Exposition (narrative)

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For other uses, see Exposition (disambiguation).

Narrative exposition, or simply exposition, is expository writing in narrative contexts (such as history or fiction), especially in order to introduce important background information within a story; for example, information about the setting, characters' back-stories, context, etc.[1] Exposition is one of four rhetorical modes (also known as modes of discourse), along with description, argumentation, and narration, as elucidated by Alexander Bain and John Genung[2][further explanation needed]. Each of the rhetorical modes is present in a variety of forms and each has its own purpose and conventions. There are several ways to accomplish exposition.

Information dump[edit]

"Information dump" occurs when background information is not interwoven with the narrative.[3] Scenes in a playscript are often introduced with a brief information dump to explain the situation the characters are in. In serial television dramas, information dumps often appear in episodes as a brief montage of scenes from earlier episodes, prefaced with the phrase "Previously on [name of series]".

"As you know, Bob" or "idiot lecture" are terms that describe a situation where characters use needless language for expository reasons.[4][5] For example, actors in a movie may call their spouse "wife" or "husband" instead of by their first name so that the audience knows they are married. "Villain speech" is a form of idiot lecture wherein villains describe their sinister plans to the hero they have caught.


Incluing is a technique of world building, in which the reader is gradually exposed to background information about the world in which a story is set. The idea is to clue the readers into the world the author is building, without them being aware of it. This is in opposition to infodumping, where a concentrated amount of background material is given all at once in the story, often in the form of a conversation between two characters, both of whom should already know the material under discussion. (The so-called As you know, Bob conversation.)

Both incluing and infodumping are forms of exposition and are frequently used in science fiction and fantasy, genres where the author has the task of making the reader believe in a world that does not exist. Writers in other genres have less use for these techniques, as they can often depend on the reader's familiarity with the "real world".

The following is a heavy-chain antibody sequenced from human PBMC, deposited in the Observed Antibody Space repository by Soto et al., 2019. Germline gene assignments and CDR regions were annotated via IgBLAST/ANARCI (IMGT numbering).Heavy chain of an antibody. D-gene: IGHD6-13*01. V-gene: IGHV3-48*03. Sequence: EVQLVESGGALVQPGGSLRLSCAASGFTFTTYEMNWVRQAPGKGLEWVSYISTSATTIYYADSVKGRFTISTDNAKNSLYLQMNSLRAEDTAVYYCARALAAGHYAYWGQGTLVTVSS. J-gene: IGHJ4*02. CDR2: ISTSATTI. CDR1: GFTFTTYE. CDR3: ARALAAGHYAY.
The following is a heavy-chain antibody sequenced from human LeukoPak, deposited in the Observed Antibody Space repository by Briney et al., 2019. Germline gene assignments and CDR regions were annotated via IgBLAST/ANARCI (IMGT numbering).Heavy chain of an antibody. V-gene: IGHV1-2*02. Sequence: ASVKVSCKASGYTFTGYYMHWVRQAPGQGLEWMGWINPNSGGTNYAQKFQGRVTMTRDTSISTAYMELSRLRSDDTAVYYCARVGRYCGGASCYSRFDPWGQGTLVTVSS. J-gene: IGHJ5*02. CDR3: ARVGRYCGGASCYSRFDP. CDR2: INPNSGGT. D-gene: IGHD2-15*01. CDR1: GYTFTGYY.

Incluing can be done in a number of ways: through dialogues, flashbacks, character's thoughts,[6] background details, in-universe media[7] or the narrator telling a back-story.[6]

The word incluing is attributed to fantasy and science fiction author Jo Walton.[8] She defined it as "the process of scattering information seamlessly through the text, as opposed to stopping the story to impart the information."[9]

See also[edit]


  1. ^ Kaplan SAT Subject Test: Literature 2009-2010 Edition. Kaplan Publishing. 2009. p. 60. ISBN 1419552619. 
  2. ^ Smith, Carlota S. (2003). Modes of Discourse: The Local Structure of Texts. Cambridge University Press. p. 40. ISBN 978-0521781695. 
  3. ^ Bell, James Scott (22 September 2004). Write Great Fiction - Plot & Structure. Writer's Digest Books. p. 78. ISBN 978-1-58297-684-6. 
  4. ^ Kempton (2004). Write Great Fiction - Dialogue. F+W Media. p. 190. ISBN 1582972893. 
  5. ^ Rogow (1991). FutureSpeak: a fan's guide to the language of science fiction. Paragon House. p. 160. ISBN 1557783470. 
  6. ^ a b Dibell, Ansen (1988). Plot. Cincinnati, OH: Writer’s Digest Books. ISBN 0-89879-303-3.  *Kernen, Robert (1999). Building Better Plots. Cincinnati, Ohio: Writer’s Digest Books. p. 51. ISBN 0-89879-903-1. 
  7. ^ Morrell, Jessica Page (2006). Between the Lines: Master the Subtle Elements of Fiction Writing. Cincinnati, Ohio: Writer's Digest Books. p. 64. ISBN 978-1-58297-393-7. 
  8. ^ Michelle Bottorff (2008-06-11). "rec.arts.sf.composition Frequently Asked Questions". Lshelby.com. Retrieved 2011-11-06. 
  9. ^ "papersky: Thud: Half a Crown & Incluing". Papersky.livejournal.com. Retrieved 2011-11-06.